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Old 16th May 2016, 17:48
  #96 (permalink)  
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Someone wanting LON - SYD without a stopover on the way might be able to justify the extra expense as they will be onboard for nearly 24 hours with only a short refuelling stop to break the journey and will need to get a few hours sleep.
I agree and we did pay extra for PE but hundreds of people choose to pay the least possible and be cramped up for nigh on 24 hours. Every day of the week, hundreds go from the UK to Oz in Y. What percentage who will pay more?
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Old 16th May 2016, 18:39
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I did that route quite a few times, with GVA-LHR and SYD-CBR connections. In the end, for me, doing the entire journey in one go was best. Breaking it up with a day or two in BKK or SIN was the worst. Can't imagine a DXB routing either. One medium and one ultra LH wouldn't appeal to me.

I certainly wouldn't do any of the above in Y though.
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Old 18th May 2016, 16:40
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Hearty Meatballs said

Airlines exist to make a profit. Period. They are not public services nor do they operate for the benefit of passengers.
So this is what business has come to these days. No benefits for their paying customers? Wow! You seem to come from the Ebenezer Scrooge school of business. But remember what happened to him.

and.... of the good old days when we all were so smug for being comfortable while traveling...

Oh, and terrible reliability and safety.
This statement is unrelated to the topic. Safety standards today are due to the new planes and training, nothing to do with the airlines themselves, they have to follow these rules, period!...god help us if they didn't, could you imagine what they would cut for profits?

"we only need one pilot"
"who needs seatbelts"
"regular checks are expensive, we will cut back on them"
"if everyone stands we can cram in more passengers" (we have heard about this idea)

So Hearty, Singapore Airlines is a government owned airline, the best airline in the world, offers good legroom, free meals, clean planes and outstanding service...what is so wrong with that? They seem to be doing just fine...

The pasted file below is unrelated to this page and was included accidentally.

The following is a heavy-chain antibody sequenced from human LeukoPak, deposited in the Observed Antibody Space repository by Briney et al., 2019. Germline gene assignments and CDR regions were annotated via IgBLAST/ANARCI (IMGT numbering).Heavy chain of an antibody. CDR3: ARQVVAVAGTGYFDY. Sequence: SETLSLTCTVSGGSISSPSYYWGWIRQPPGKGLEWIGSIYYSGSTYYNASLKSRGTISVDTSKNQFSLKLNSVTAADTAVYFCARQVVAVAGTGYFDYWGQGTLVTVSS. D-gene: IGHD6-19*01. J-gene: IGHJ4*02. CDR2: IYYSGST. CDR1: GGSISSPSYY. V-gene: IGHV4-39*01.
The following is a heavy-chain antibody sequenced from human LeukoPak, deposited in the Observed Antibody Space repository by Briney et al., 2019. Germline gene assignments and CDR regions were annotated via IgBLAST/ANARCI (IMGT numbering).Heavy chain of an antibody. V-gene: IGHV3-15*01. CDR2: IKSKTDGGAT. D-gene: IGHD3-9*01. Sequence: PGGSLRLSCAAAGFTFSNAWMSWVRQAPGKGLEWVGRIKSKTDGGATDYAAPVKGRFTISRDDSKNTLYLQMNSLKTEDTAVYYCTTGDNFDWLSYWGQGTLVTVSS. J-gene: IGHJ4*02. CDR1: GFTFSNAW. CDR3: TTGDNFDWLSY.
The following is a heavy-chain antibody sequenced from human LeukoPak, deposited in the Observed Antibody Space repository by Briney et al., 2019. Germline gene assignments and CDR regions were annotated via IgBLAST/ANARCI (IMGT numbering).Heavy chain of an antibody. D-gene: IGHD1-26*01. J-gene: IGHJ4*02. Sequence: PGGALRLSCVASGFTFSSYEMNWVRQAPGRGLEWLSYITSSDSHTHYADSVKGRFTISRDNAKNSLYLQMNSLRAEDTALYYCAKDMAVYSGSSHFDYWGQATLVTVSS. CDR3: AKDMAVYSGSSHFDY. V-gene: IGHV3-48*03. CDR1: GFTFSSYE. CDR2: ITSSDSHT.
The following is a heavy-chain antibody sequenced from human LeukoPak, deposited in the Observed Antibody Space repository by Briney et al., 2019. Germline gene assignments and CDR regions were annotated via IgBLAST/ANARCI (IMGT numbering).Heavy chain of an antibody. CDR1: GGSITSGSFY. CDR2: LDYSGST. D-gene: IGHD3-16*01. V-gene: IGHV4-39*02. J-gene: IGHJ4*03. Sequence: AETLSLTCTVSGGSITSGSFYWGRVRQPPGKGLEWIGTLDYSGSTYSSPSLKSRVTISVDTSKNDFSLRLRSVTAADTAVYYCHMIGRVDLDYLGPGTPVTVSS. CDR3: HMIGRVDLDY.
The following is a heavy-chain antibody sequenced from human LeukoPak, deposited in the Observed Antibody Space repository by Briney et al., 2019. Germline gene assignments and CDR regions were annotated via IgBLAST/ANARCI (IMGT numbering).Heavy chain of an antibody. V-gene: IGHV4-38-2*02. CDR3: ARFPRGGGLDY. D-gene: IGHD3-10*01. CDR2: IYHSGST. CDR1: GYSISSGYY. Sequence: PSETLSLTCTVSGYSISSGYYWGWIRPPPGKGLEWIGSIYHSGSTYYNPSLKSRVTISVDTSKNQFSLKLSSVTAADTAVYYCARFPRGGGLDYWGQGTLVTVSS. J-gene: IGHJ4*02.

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Old 18th May 2016, 17:03
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Um, passengers do benefit. They get from A to B in great safety and airlines deliver the product that they have been contracted by the passenger to deliver at a price they are willing to pay.

Airlines that are state run or state subsidised have an unfair advantage and provide poor value to taxpayers in their respective countries that have to bankroll bloated organisations or vanity projects. SQ is indeed a very good airline, however the government is a 55% shareholder.

You're entirely wrong about airlines not contributing to safety. Many airlines have made numerous safety improvements. To say it's all about new aircraft (I don't recall a statistic to prove that there's a direct correlation between aircraft age and the likelihood of a hull loss) and training is a little narrow minded.
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Old 18th May 2016, 20:30
  #100 (permalink)  
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With all this talk of greed - if the millionaire I mentioned a while back - only wants to pay the cheapest price and (although he can easily afford it) only travels in Y:- is he greedy too? Or does greed only attach to the receiver of the money?